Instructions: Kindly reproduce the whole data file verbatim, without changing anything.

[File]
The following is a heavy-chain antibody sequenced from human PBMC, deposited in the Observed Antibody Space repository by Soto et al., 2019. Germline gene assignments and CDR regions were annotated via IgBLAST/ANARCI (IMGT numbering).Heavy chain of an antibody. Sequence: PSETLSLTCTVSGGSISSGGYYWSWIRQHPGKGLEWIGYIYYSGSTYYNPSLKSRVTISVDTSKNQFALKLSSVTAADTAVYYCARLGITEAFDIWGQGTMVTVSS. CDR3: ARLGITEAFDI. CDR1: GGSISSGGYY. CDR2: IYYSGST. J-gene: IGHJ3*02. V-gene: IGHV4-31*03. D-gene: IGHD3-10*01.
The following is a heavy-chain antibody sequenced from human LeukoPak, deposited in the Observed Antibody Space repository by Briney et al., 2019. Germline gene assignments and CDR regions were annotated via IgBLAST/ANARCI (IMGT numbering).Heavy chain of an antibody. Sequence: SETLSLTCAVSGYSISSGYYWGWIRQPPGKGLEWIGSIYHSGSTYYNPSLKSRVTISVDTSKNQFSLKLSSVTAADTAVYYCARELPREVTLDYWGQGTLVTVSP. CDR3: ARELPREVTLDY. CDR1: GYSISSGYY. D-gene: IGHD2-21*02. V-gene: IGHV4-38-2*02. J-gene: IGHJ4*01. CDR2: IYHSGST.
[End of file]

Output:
The following is a heavy-chain antibody sequenced from human PBMC, deposited in the Observed Antibody Space repository by Soto et al., 2019. Germline gene assignments and CDR regions were annotated via IgBLAST/ANARCI (IMGT numbering).Heavy chain of an antibody. Sequence: PSETLSLTCTVSGGSISSGGYYWSWIRQHPGKGLEWIGYIYYSGSTYYNPSLKSRVTISVDTSKNQFALKLSSVTAADTAVYYCARLGITEAFDIWGQGTMVTVSS. CDR3: ARLGITEAFDI. CDR1: GGSISSGGYY. CDR2: IYYSGST. J-gene: IGHJ3*02. V-gene: IGHV4-31*03. D-gene: IGHD3-10*01.
The following is a heavy-chain antibody sequenced from human LeukoPak, deposited in the Observed Antibody Space repository by Briney et al., 2019. Germline gene assignments and CDR regions were annotated via IgBLAST/ANARCI (IMGT numbering).Heavy chain of an antibody. Sequence: SETLSLTCAVSGYSISSGYYWGWIRQPPGKGLEWIGSIYHSGSTYYNPSLKSRVTISVDTSKNQFSLKLSSVTAADTAVYYCARELPREVTLDYWGQGTLVTVSP. CDR3: ARELPREVTLDY. CDR1: GYSISSGYY. D-gene: IGHD2-21*02. V-gene: IGHV4-38-2*02. J-gene: IGHJ4*01. CDR2: IYHSGST.